Writer-director Marshall Lewy doesn't avoid formula but also doesn't let Lachlan off the hook or make excuses for him--he's very flawed and can be a bit of a self-centered dick at times (watch how quickly he abandons the niceties when he meets his ex-wife and daughter for coffee), and Carlyle very deftly balances those aspects of this complex character.  Throughout the film, Lewy and Carlyle continue to reveal layers of Lachlan that make you look at some of the film's earlier events in a different light, particularly the devastating scene where he asks the Cranks' former manager (Michael Des Barres) to loan him $5000 for his attorney's fees, and the manager just unloads 15 years worth of rage on Lachlan (Des Barres absolutely nails this one-scene performance).  Carlyle also gets excellent support from A Martinez as his boss (who gets one of the film's best lines: "All the Mexicans I got workin' for me and it's the Scottish guy who has the immigration problems?"), Alexia Rasmussen as a regular customer at Lachlan's Farmers' Market booth and possible love interest, and a natural, unaffected performance by Savannah Lathem as Lachlan's estranged 14-year-old daughter.  CALIFORNIA SOLO is one of those really under-the-radar gems that nobody's heard of, which is a shame.  It deserved better treatment.  (R, 95 mins)

(US/Canada - 2012)

Shot in 2009 and exhibited mainly on the festival circuit before getting a one-screen release in NYC last summer, COLLABORATOR is an occasionally interesting acting exercise that ultimately feels too stagy and implausible for the screen.  It does give two veteran character actors a chance to stretch out, and while the performances are fine, there's just not much else here.  Making his writing/directing debut, Martin Donovan stars as a NYC playwright fleeing to L.A. after critics savage his latest work. Telling his wife (Hole bassist Melissa Auf der Maur, transitioning nicely to acting) that he needs some time to ponder the future of his career, he crashes in Reseda with his mother (Katherine Helmond), while mulling over an offer to do an uncredited script polish on a horror film or work on adapting a book for a film to star his ex-girlfriend (Olivia Williams), now a major movie star.  With Helmond out with friends, he's tempted to rekindle his romance with Williams when childhood acquaintance David Morse, an ex-con who still lives across the street with his mother (Eileen Ryan, Sean Penn's mother), shows up and badgers Donovan into having a couple of beers.  Within a few minutes, a SWAT team shows up at Morse's house across the street.  The cops are after Morse for something, and he takes Donovan hostage.  With the cops surrounding the house and the hostage drama playing out on TV, Donovan and Morse...talk and improv, as the lifelong issues of both men and why they are what they are bubble to the surface.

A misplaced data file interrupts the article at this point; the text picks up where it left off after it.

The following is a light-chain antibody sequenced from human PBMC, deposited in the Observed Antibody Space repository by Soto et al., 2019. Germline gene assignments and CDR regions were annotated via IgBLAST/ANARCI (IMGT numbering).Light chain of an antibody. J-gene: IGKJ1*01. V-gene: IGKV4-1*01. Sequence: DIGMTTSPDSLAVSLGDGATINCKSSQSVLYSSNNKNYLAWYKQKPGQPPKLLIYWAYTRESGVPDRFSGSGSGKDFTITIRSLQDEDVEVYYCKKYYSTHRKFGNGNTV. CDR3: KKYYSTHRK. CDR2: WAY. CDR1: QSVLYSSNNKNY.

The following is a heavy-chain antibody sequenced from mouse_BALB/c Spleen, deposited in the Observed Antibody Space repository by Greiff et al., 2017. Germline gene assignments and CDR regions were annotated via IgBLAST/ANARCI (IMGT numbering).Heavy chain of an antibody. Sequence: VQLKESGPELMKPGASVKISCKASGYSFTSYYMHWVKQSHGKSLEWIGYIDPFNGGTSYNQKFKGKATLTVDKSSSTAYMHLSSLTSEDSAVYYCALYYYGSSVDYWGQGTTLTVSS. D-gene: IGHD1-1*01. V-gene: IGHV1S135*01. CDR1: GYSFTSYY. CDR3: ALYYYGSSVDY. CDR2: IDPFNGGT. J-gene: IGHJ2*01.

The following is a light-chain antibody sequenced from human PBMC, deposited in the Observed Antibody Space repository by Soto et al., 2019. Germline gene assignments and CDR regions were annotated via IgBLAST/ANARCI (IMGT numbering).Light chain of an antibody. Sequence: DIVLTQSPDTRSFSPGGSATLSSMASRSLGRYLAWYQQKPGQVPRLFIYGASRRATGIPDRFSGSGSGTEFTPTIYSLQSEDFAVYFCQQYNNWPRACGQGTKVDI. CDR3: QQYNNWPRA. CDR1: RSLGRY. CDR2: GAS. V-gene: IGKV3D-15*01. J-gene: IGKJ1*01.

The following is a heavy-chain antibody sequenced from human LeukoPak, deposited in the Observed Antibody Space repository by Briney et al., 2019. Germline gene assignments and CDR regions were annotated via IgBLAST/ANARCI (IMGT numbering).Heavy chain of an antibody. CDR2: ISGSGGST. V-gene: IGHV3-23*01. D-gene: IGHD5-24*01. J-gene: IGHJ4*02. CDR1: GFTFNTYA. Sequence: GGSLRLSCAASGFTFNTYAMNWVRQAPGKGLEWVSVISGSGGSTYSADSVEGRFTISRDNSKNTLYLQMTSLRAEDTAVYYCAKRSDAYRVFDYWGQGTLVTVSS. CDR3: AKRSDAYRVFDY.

Essentially a one-act play stretched out to feature length with a few additional characters, COLLABORATOR doesn't accomplish much and was likely a low-budget labor of love and a chance for some friends to hang out and make a movie.  As a director, Donovan (not to be confused with the other Martin Donovan, who directed 1989's brilliant APARTMENT ZERO) acquits himself well with some observational bits early on that are reminiscent of vintage, pre-Dutch angle-fixated Hal Hartley (Donovan starred in several Hartley films, like TRUST, SIMPLE MEN, AMATEUR, and FLIRT), and never gets self-indulgent.  It's nice to see guys like Morse (a great actor) and Donovan in lead roles and both are excellent, so for that aspect, COLLABORATOR is worth seeing if you're a fan of these dependable character actors.  Others will likely be bored.  (Unrated, 87 mins, also streaming on Netflix)

No comments:

Post a Comment